Table 2

Clinically relevant recommendations from the review results

WhoOlder adults with mild-to-moderate cognitive impairment.
If a person with dementia has the belief that exercise is advantageous, a positive attitude to exercise, the ability to understand the benefits of exercise or is able to identify the physical or functional changes from doing exercise, then they will perceive the benefit of doing exercise.
If a person with dementia perceives the benefit, they will participate in exercise-based intervention.
WhatMulticomponent exercise-based intervention that:
  • combines physical (including strength/resistance, balance, endurance/mobility, aerobic) and cognitive exercises.

  • is appropriately intensive and progressive.

  • is supported by suitable staff (who can interact, communicate and connect) and materials.

  • considers speed of initiation, length of intervention, encouragement of active lifestyle and enjoyment.

  • is delivered in a flexible manner for at least 15–20 min (or whatever can become or fit in with routine) 2–3 times a week for 6–12 months.

  • can be delivered at home (for those wanting or needing 1:1 support from the intervention staff) or in a group (for those wanting carer respite, increase in habitual physical activity or socialising aspects).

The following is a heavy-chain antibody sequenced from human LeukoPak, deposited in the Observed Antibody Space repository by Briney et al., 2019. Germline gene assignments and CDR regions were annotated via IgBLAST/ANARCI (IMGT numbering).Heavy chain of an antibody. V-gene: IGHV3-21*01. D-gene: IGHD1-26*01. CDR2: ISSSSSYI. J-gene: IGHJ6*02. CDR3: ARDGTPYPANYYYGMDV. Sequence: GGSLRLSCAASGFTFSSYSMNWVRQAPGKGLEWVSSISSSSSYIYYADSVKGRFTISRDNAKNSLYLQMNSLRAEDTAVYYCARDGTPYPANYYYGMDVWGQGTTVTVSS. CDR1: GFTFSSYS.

CircumstancesSupport can provide encouragement for completing an exercise-based intervention.
Sources of support can include but are not exclusively supplied by trained intervention staff, carer, spouse, family member.
If support is being provided by trained intervention staff, then they should have professional competence including:
  • time-management;

  • knowledgeable;

  • firm but encouraging;

  • kind, friendly and supportive;

  • understanding of the issues experienced by persons with dementia;

  • rapport development.

Trained intervention staff supporting an intervention should:
  • provide clear and repeated instructions.

  • optimally progress the exercises.

  • provide the amount of supervision required by that individual and their needs.

  • understand the needs of persons with dementia.

If support is being provided by a carer, then the intervention should provide information and ongoing support to enable them to continue.
Carers supporting an intervention should:
  • perceive and understand the benefit of the person with dementia doing exercise.

  • provide transport or consider practical arrangements for access to the intervention.

  • have a belief in the benefit of exercise.

  • implement supportive strategies and/or assistance in the manner required by the person with dementia.

If the carers or supporters perception of the benefits of doing exercise outweighs the risk, concern or burden of extra care duties, then the intervention will be encouraged.